Sidmouth dad dodged gun battle
Couple fled Ivory Coast civil war
DAD-of-two James Sweetman thought “I’ve just got to get back” as he risked being caught up in the cross-fire of a civil war gun battle to race home to wife Barbara.
“The roads were suddenly deserted. I could hear gunfire nearby and knew I couldn’t stop,” he told the Herald.
“It took me about a day to stop shaking.”
The Sidmouth couple, who had stayed in Ivory Coast through several previous conflicts, chose to leave their home in a peaceful west coast village as civil war brewed.
You may also want to watch:
“Informal road blocks began springing up,” said James.
“We found it very unnerving trying to get into town to buy provisions and decided it was time we left.
- 1 Folk festival boosted by £97K grant from Culture Recovery Fund
- 2 Archie's three marathons in three days charity challenge
- 3 We're open again! Town's traders welcome back shoppers
- 4 Confidence grows for return of traditional high street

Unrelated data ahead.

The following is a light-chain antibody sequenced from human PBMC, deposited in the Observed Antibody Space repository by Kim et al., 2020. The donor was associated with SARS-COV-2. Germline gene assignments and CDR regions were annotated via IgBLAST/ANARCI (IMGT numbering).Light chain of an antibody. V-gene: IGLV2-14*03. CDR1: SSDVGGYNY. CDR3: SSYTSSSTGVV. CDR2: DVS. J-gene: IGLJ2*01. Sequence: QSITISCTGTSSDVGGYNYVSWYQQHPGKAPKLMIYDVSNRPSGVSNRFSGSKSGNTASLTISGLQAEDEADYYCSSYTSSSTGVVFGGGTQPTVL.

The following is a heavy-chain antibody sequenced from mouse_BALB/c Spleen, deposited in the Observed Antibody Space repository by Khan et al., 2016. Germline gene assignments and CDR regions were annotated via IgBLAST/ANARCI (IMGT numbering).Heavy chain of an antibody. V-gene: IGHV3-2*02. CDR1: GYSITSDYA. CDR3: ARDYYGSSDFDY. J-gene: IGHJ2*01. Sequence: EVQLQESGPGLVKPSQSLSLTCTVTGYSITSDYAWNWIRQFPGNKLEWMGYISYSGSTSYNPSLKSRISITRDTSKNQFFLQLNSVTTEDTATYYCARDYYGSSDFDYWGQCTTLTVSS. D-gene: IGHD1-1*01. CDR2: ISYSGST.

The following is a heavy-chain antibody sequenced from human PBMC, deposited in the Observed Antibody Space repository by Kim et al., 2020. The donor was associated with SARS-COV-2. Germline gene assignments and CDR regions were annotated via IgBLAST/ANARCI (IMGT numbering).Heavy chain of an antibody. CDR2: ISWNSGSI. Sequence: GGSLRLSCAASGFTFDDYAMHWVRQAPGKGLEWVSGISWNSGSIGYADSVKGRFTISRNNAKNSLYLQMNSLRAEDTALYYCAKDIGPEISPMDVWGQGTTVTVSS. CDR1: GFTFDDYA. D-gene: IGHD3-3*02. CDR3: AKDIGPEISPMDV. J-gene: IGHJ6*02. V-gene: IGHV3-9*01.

- 5 Sidmouth seniors back in competitive action
- 6 The boyhood of Ottery's famous poet - Samuel Taylor Coleridge
- 7 Property of the Week: Priory House, Ottery St Mary
- 8 Escot springs out of lockdown and they're wild about opening again
- 9 Hayman's Butchers 'had been my life' - Stewart Hayman
- 10 Town is spruced up as excitement is in the air for future
“Our daughter, Anita, is having a baby in June. Both our children were very concerned, they didn’t want us to get stuck out there.”
The day the couple left, youths ransacked a helicopter hangar at a banana plantation near their home.
They faced an anxious moment at a road block as they fled, accompanied by two villagers.
“A guy with a Kalashnikov was knocking on the window wanting to take everything out of the car,” said Barbara.
“Everybody was very frightened and nervous. I was just thinking ‘James put your foot down’”.
“We got to a hotel in Abujan and there was gunfire outside because women were demonstrating.
“We’re so fortunate we decided to leave when we did,” said Barbara.
“We’ve been extremely worried since and have spent a fortune on phone calls night and day.
“You just can’t sleep or think straight wondering who has been shot and whether your house has been looted or if your dogs and cats have been killed.”
Loyal workers and villagers have guarded the home and pets the couple left behind.
“It’s been an absolute miracle the whole area where we live has remained peaceful,” added Barbara.
“There have been some horrendous atrocities elsewhere.
“The chap that works with us at the house is like our kids’ uncle- his brother was shot and his body dumped at his front door.
“Two of our managers are missing- we can’t contact them- it’s really worrying us.”